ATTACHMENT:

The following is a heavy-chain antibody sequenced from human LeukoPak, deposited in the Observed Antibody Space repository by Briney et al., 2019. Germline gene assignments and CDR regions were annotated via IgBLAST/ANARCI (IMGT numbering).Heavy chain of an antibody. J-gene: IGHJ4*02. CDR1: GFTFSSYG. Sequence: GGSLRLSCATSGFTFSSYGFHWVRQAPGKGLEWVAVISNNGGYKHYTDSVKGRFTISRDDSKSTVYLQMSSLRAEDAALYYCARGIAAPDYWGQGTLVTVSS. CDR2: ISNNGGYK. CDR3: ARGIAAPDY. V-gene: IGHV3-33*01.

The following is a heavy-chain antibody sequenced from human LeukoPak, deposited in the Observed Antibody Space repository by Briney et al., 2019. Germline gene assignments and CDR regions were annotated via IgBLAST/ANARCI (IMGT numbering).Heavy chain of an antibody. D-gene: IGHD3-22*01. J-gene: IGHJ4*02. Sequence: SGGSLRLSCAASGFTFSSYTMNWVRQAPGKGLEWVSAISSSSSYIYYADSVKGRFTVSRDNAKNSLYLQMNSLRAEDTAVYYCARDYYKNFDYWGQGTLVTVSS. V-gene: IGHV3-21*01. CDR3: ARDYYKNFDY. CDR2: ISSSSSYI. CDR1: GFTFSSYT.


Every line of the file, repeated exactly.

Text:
The following is a heavy-chain antibody sequenced from human LeukoPak, deposited in the Observed Antibody Space repository by Briney et al., 2019. Germline gene assignments and CDR regions were annotated via IgBLAST/ANARCI (IMGT numbering).Heavy chain of an antibody. J-gene: IGHJ4*02. CDR1: GFTFSSYG. Sequence: GGSLRLSCATSGFTFSSYGFHWVRQAPGKGLEWVAVISNNGGYKHYTDSVKGRFTISRDDSKSTVYLQMSSLRAEDAALYYCARGIAAPDYWGQGTLVTVSS. CDR2: ISNNGGYK. CDR3: ARGIAAPDY. V-gene: IGHV3-33*01.

The following is a heavy-chain antibody sequenced from human LeukoPak, deposited in the Observed Antibody Space repository by Briney et al., 2019. Germline gene assignments and CDR regions were annotated via IgBLAST/ANARCI (IMGT numbering).Heavy chain of an antibody. D-gene: IGHD3-22*01. J-gene: IGHJ4*02. Sequence: SGGSLRLSCAASGFTFSSYTMNWVRQAPGKGLEWVSAISSSSSYIYYADSVKGRFTVSRDNAKNSLYLQMNSLRAEDTAVYYCARDYYKNFDYWGQGTLVTVSS. V-gene: IGHV3-21*01. CDR3: ARDYYKNFDY. CDR2: ISSSSSYI. CDR1: GFTFSSYT.